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Testing for COVID-19

Guidance on Interpreting COVID-19 Test Results

Two kinds of tests are available for COVID-19: viral tests and antibody tests.

An antibody test may not be able to show if you have a current infection, because it can take 1-3 weeks after infection to make antibodies. We do not know yet if having antibodies to the virus can protect someone from getting infected with the virus again, or how long that protection might last.

Who should be tested

To learn if you have a current infection, viral tests are used. But not everyone needs this test.

  • Most people will have mild illness and can recover at home without medical care and may not need to be tested.
  • CDC has guidance for who should be tested, but decisions about testing are made by state and localexternal icon health departments or healthcare providers.
  • If you have symptoms of COVID-19 and want to get tested, call your healthcare provider first.
  • You can also visit your state or local health department’s website to look for the latest local information on testing.
  • Although supplies of tests are increasing, it may still be difficult to find a place to get tested.

Results

  • If you test positive for COVID-19 by a viral test, know what protective steps to take if you are sick or caring for someone.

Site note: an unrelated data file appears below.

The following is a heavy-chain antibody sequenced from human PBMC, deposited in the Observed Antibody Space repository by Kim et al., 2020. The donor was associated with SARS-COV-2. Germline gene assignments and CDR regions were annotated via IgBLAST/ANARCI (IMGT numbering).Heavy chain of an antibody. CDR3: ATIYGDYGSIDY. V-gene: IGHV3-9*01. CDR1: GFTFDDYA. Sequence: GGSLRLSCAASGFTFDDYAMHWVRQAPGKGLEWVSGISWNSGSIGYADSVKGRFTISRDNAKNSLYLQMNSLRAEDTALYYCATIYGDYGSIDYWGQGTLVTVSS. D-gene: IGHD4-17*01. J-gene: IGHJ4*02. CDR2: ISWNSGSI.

• If you test negative for COVID-19 by a viral test, you probably were not infected at the time your sample was collected. However, that does not mean you will not get sick. The test result only means that you did not have COVID-19 at the time of testing.

 If you test positive or negative for COVID-19, no matter the type of test, you still should take preventive measures to protect yourself and others.

 

For healthcare professionals
For information on evaluating and testing, see recommendations for reporting, testing, and specimen collection.

For public health professionals
For information on antibody surveillance, see objectives and types of surveys.

For laboratorians
For information on CDC viral and antibody testing, see information on CDC lab tests.

Author
Centers for Disease Control and Prevention

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